Bear Call Spread and Bear Put Spread – Option Trading Strategies

Cole Turner

The bear call spread and the bear put spread are option strategies used when an investor expects the price of the underlying security to fall.

These strategies can be advantageous for investors when trying to profit off of the decline in the underlying security’s price. This article will explain the basics of the bear call spread and the bear put spread.

If you are unsure of what call and put options are, then click on this article.

A bear call spread is achieved by purchasing a call option at a certain strike price while selling a call option with the same expiration date, but a lower strike price. The potential profit gained from this strategy is the premium received when selling the option minus the cost of buying of the other option.

Let’s look an example.

Assume a stock is trading at $20. An investor uses a bear call spread by buying one call option with a strike price of $25 for a premium of $0.50 per share. Simultaneously, he sells one call option with a strike price of $20 for a premium of $2.50 per share. If the stock price falls below $20, then both options will expire worthless. The investor will profit $2.00 per share because of the premiums (2.50 – .50 = 2).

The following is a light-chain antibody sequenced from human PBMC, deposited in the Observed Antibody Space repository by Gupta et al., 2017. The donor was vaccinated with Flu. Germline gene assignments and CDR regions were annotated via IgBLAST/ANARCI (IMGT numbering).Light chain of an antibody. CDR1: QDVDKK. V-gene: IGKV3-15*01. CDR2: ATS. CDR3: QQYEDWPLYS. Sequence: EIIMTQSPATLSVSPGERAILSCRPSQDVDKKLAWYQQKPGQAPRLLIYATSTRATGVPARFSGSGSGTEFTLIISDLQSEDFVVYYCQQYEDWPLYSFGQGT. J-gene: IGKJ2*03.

Similarly, a bear put spread is achieved by purchasing a put option at a certain strike price while selling a put option with the same expiration date, but a lower strike price. The potential profit gained from this strategy is the difference between the two strike prices, minus the total cost of the option.

Let’s look at an example of this strategy.

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Assume a stock is trading at $20. An investor uses a bear put spread by buying one put option contract with a strike price of $25 for a premium of $5 per share. At the same time, he sells one put option with a strike price of $20 for a premium of $2. At this point the investor is at a loss of $3 per share. However, assume the stock closes below $20 at expiration. The investor will profit from the difference in strike prices, minus the total cost of the options. In this case, the investor will profit $2 per share ((25 – 20) – (5 – 2) = 2).

Both of these strategies are advantageous because they reduce the total risk of the trade. They each offer the opportunity to profit if the underlying security’s price goes down.

These are good strategies to keep in mind when trading options.

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There are many options strategies that investors can use to diversify their portfolio and generate a profit. Options strategies range from being very simple to being very complex. However, every option strategy involves using calls and puts. This article will introduce seven

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